Ryan Herbst

Pool Pump & Heater Control With Linux & xPL

When we moved into our new house we found that the pool pump control timers where pretty archaic. Only two timers existed to control three circuits and the shock protection cover on one of the timers was missing. I recall winching each time I reached into the control box to switch the main pump on or off just millimeters away from unprotected 220V lugs.

One big problem was that the pool heater was connected to the same timer as the main pool pump. On/Off control of the pool heater was done at the heater and the settings could only be adjusted when the main pump was running. The preferred method of operating a pool heater is to make sure the heater is turned off 20 minutes before the main pump to ensure all of the residual heat in the heater makes its way into the pool. The existing setup did not allow this and the two units would turn off at the same time. The timer box was not large enough to add an additional timer. Another disadvantage to this setup was that the heater had the potential to operate run day after day if I forgot to manually turn it back off after a period of short term use.

Since I started with home automation my main goal hasĀ  always been to avoid using any external timers and keep all time based control in software. I had the same goal for my pool equipment in the new house. I decided the best way to solve this problem was to make use of my existing FPGA Input/Output board. I had a number of spare relay outputs left on this board providing me with at least three switch 24VAC channels which I could use to control the pool pumps and heater.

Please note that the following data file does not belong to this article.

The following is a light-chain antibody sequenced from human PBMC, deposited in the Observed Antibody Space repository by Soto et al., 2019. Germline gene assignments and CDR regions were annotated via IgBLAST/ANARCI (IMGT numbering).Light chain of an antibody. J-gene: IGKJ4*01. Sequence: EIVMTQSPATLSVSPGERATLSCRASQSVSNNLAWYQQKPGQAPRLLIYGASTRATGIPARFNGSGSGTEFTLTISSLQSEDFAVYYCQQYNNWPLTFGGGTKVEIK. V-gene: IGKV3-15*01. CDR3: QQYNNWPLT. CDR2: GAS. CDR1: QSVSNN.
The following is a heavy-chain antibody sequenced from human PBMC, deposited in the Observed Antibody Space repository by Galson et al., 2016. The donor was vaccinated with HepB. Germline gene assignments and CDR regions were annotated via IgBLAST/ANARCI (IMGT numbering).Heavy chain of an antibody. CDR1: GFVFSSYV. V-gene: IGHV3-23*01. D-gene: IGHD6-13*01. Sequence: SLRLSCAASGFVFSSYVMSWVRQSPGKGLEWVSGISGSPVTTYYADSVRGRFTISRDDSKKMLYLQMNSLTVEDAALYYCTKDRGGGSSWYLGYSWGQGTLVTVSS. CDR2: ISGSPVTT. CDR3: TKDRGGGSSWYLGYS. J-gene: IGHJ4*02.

I purchased three 24VAC controlled 220V 30AMP contactors online. The 24VAC from my FPGA board (normally used to activate irrigation valves) closes or opens these contactors switching the two hot lines of a 220V circuit. The wiring diagram of the three circuits are shown below:

Circuit Diagram

The incoming 220V line is connected to the input of the first switched channel. The output of this first switch is connected to the primary filter pump as well as the inputs of the remaining contactors. The output of the second channel is connected to the pool sweep pump while the output of the third channel is connected to the pool heater (the heater is gas and the 220V is only used for control power). Connecting the inputs of channels 2 & 3 to the output of channel 1 ensures that the pool sweep and/or pool heater are never powered when the primary pump is turned off. This ensures that a software bug or operator error does not result in damage of either the pool sweep pump or heater.

A picture of the resulting wiring is shown below:

Pump/Heater Control Wiring

The wiring is very clean and contained easily within the existing timer box. Once this wiring was completed I have never had to open this box again. Controlling either pump or heater is done by simply pulling out my iPhone and accessing my web based home control panel. This is very convenient when cleaning the pool sweep or filters.

Operation of the heater is also more convenient. I can now turn the heater on permanently at its control panel and set the desired temperature at a relatively high value (~95 degrees). I can then control the pool set point in software since I have access to the current pool temperature through the environmental monitoring portion of my home automation setup. When the pool reaches the desired software set temperature the pool heater is automatically turned off. I can easily control how often I want to use the pool heater with my scheduler and I am never surprised by my gas bill because the heater was accidentally left on. More importantly I can ensure the heater is turned off long enough before the main pump to allow all of its residual heat to make its way into the pool.

To Do List:

  • Add a software controlled chlorination system and appropriate sensors.




Amaroq Weather Station

temp: ()
humidity: %
wind: From the at MPH